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The U Of C's Education Efforts -- Better, Worse, or About The Same?

Check out this week's EdWeek commentary from UofC education honcho Tim Knowles and others about the UofC's education initiative, which has grown like kudzu over the past couple of years.  Whether you like what they do or not -- or don't really know -- you'll be interested to hear what they're up to and how they see it all fitting together(John Dewey for Today). And, if anyone has any direct experience with these schools, support services, or teaching candidates, let us know.  What I wonder is what the UofC is up to these days any better, or worse, than it was during previous years under Tony Bryk?

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  • I visited the U of C elementary school North Kenwood/Oakland in the 2005-06 school year. While the facility located at East 46th Street had been made ADA compliant, the facility located at East 47th Street for grades 6-8 in a rental had not. This was disturbing, because it was clear U of C had put a significant amount of money into the rental facility, but had not even taken on minimal ADA tasks at that site. This raised real questions about what would happen to a child that needed ramps and appropriate bathroom facilities once they reached grade 6. At the time I visited the school there were no students who were wheel chair users.

    I looked at the preK-grade 5 reading program and found it to be very impressive. Data on reading progress for each child was kept and retriveable by teachers via the school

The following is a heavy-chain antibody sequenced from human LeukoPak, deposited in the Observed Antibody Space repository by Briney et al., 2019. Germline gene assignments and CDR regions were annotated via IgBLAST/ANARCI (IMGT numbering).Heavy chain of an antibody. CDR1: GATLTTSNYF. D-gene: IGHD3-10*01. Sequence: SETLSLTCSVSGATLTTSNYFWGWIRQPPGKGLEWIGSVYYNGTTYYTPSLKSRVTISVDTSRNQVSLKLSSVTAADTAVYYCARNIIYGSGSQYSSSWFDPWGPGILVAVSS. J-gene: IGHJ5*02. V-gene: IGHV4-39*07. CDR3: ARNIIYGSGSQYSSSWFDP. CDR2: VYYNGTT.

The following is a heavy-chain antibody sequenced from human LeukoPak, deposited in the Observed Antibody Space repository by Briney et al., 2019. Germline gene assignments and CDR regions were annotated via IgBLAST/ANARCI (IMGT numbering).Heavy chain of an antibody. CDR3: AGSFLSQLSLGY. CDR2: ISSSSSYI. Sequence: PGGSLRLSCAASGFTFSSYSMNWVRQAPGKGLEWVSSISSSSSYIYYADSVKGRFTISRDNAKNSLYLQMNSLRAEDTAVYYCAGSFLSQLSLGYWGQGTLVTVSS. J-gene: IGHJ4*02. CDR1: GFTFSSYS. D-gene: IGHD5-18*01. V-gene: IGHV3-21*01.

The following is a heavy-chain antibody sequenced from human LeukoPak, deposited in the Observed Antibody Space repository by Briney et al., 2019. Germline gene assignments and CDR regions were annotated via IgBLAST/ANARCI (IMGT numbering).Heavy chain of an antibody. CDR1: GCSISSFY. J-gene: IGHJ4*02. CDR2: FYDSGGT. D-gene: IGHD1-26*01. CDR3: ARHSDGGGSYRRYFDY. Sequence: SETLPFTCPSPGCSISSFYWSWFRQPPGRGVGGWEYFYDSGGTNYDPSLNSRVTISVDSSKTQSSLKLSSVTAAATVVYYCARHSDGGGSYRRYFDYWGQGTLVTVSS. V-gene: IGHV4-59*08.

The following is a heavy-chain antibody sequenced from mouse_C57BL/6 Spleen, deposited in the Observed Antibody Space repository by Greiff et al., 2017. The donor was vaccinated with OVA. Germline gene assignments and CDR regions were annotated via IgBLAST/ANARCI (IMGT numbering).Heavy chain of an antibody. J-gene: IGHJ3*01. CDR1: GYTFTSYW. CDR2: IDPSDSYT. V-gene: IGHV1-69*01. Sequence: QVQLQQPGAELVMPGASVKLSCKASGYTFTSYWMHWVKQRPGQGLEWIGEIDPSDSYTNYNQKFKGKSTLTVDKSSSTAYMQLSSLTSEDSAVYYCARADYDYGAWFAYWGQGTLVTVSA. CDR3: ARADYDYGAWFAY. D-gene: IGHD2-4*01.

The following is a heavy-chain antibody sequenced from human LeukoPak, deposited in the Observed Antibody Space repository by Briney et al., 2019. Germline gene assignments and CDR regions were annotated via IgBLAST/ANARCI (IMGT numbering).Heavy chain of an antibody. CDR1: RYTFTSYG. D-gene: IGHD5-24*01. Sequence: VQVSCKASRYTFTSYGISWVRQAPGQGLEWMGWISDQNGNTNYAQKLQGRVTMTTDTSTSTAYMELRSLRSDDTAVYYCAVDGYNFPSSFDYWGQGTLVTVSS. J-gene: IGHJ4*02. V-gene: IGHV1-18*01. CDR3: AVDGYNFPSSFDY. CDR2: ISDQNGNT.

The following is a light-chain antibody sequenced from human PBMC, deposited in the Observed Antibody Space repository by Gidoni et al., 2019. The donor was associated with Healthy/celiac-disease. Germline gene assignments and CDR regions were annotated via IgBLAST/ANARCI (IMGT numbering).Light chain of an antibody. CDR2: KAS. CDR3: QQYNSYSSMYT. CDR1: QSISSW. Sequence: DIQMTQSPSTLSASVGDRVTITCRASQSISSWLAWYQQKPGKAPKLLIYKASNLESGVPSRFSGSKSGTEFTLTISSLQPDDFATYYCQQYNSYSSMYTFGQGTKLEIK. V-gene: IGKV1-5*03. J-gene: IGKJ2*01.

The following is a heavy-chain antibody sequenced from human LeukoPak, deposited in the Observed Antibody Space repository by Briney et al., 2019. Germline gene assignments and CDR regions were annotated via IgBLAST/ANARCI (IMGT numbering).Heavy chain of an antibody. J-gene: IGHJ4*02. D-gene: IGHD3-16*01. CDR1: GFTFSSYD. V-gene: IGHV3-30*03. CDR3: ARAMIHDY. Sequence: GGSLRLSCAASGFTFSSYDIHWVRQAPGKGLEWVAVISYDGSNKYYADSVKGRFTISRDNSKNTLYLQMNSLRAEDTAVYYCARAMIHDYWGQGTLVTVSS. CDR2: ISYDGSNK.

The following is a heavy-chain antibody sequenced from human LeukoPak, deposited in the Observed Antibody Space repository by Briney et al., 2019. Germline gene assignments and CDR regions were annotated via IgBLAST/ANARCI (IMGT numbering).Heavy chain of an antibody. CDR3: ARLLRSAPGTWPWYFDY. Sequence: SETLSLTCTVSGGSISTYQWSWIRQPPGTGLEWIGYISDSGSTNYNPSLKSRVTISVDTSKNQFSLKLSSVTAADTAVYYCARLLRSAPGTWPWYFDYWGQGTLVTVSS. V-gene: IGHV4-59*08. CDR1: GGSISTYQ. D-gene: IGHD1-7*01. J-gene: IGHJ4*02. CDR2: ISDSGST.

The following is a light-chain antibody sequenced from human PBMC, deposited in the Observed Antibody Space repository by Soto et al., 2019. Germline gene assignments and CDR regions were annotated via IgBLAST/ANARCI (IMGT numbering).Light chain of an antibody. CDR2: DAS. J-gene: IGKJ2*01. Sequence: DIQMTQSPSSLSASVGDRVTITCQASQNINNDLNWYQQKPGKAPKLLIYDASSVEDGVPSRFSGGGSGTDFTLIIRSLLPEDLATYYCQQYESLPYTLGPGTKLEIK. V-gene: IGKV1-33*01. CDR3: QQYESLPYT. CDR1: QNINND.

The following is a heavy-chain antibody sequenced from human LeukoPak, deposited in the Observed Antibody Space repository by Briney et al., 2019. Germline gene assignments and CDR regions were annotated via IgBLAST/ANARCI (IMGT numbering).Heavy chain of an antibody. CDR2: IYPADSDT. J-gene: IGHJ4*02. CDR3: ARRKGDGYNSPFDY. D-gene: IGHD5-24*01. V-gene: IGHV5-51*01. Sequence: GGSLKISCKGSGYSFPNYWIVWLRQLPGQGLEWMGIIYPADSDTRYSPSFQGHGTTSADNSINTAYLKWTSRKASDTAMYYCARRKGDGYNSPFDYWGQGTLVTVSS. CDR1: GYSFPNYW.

• 9:02 AM writes quoting me in part: ". What kind of statement is that? How does one's ethnicity play into the quality of teaching?"

    I think that I was making a very honest statement, one that is reflected in a major study of teachers in Illinois out of Southern IL Univ that was reported on and commented on this blog.

    One thing I did not note, because I assumed it was rather clear to everyone was that North Kenwood/Oakland was overwhelming African-American in composition. Therefore, the reality that all data indicates younger teachers entering the CPS are more often white than in the last 30 years is of relevance.

    African-American children need good teachers and they need role models that they can identify with. I write this as a former white teacher who taught in a 100% African-American CPS school. Therefore, I believe that U of C charter by having attracted talented younger African-American teachers has done a positive thing. If the charter can keep these teachers will only be known with time.

    I do not have the link to the SIU study, but I do recall it making a clear point that fewer young African-Americans are going into teaching in our state than in the past. One reason is greater opportunities for young African-American college graduates in the commpetive private sector than in the past.

    Teaching and education is not race blind, therefore the issue is of relevance.

    As for the broader comments on the role of U of C in the community. I was responding to Alexander Russo's prompt about the functioning of the charters themselves not about the larger implications of the role of the institution in the community. I also was not commenting about the problems of spliting the

    East 46th Street building in half. This was commented on extensively on this blog and is problematic.

  • Oak Park racially controlled? By whom? I currently live accross the street in the decidedly unleafy 'burb of Berwyn (north Berwyn--there's a difference between the two halves of the 'burb). I lived in Oak Park for a year, but the housing there is a bit steep in $$. The only racial balancing work the village does is they have a office that people can go to to get leads on housing, that tries to steer tenants into the appropriate section of the town to make the whole thing racially balanced. Of course, no one has to use that office and I don't think most people do use it. Other than that, they try to make sure landlords are not ignoring the rules regarding fair leasing and that realtors are not steering people for racial segregation, economic segregation is pretty much a lost cause.

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